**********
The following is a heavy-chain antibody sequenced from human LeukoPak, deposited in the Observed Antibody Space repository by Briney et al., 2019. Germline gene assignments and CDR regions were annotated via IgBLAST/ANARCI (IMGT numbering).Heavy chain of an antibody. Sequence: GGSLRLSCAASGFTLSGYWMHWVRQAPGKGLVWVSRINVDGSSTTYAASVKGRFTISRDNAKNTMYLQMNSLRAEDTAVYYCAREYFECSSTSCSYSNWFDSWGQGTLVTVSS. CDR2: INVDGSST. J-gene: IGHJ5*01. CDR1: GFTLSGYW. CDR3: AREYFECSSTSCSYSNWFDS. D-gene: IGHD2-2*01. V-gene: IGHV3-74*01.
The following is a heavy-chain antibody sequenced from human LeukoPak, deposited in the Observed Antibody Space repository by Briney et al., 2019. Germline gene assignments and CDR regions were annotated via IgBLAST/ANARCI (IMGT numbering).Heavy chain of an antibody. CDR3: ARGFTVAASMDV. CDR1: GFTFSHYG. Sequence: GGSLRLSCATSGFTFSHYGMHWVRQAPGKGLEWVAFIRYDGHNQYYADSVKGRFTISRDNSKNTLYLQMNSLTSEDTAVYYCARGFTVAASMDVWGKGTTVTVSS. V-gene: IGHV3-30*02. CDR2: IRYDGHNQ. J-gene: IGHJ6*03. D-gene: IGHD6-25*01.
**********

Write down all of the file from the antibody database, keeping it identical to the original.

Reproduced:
The following is a heavy-chain antibody sequenced from human LeukoPak, deposited in the Observed Antibody Space repository by Briney et al., 2019. Germline gene assignments and CDR regions were annotated via IgBLAST/ANARCI (IMGT numbering).Heavy chain of an antibody. Sequence: GGSLRLSCAASGFTLSGYWMHWVRQAPGKGLVWVSRINVDGSSTTYAASVKGRFTISRDNAKNTMYLQMNSLRAEDTAVYYCAREYFECSSTSCSYSNWFDSWGQGTLVTVSS. CDR2: INVDGSST. J-gene: IGHJ5*01. CDR1: GFTLSGYW. CDR3: AREYFECSSTSCSYSNWFDS. D-gene: IGHD2-2*01. V-gene: IGHV3-74*01.
The following is a heavy-chain antibody sequenced from human LeukoPak, deposited in the Observed Antibody Space repository by Briney et al., 2019. Germline gene assignments and CDR regions were annotated via IgBLAST/ANARCI (IMGT numbering).Heavy chain of an antibody. CDR3: ARGFTVAASMDV. CDR1: GFTFSHYG. Sequence: GGSLRLSCATSGFTFSHYGMHWVRQAPGKGLEWVAFIRYDGHNQYYADSVKGRFTISRDNSKNTLYLQMNSLTSEDTAVYYCARGFTVAASMDVWGKGTTVTVSS. V-gene: IGHV3-30*02. CDR2: IRYDGHNQ. J-gene: IGHJ6*03. D-gene: IGHD6-25*01.